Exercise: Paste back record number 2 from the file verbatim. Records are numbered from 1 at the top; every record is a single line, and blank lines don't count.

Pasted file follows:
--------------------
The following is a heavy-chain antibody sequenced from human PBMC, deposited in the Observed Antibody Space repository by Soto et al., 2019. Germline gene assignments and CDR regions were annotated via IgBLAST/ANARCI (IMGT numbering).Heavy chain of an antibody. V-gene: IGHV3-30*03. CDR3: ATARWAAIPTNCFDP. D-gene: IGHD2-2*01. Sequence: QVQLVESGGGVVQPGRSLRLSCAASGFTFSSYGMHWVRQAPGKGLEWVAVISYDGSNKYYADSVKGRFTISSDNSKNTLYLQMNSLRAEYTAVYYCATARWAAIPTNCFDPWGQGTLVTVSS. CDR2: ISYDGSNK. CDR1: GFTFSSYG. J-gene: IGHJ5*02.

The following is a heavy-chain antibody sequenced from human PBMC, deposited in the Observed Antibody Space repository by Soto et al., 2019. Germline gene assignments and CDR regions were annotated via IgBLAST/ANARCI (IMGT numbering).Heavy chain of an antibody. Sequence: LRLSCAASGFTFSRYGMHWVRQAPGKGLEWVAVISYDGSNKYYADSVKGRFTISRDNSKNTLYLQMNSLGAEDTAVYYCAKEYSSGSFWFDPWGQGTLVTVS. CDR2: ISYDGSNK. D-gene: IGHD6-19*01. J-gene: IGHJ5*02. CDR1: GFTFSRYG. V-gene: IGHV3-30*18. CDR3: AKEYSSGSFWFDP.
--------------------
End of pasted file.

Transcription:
The following is a heavy-chain antibody sequenced from human PBMC, deposited in the Observed Antibody Space repository by Soto et al., 2019. Germline gene assignments and CDR regions were annotated via IgBLAST/ANARCI (IMGT numbering).Heavy chain of an antibody. Sequence: LRLSCAASGFTFSRYGMHWVRQAPGKGLEWVAVISYDGSNKYYADSVKGRFTISRDNSKNTLYLQMNSLGAEDTAVYYCAKEYSSGSFWFDPWGQGTLVTVS. CDR2: ISYDGSNK. D-gene: IGHD6-19*01. J-gene: IGHJ5*02. CDR1: GFTFSRYG. V-gene: IGHV3-30*18. CDR3: AKEYSSGSFWFDP.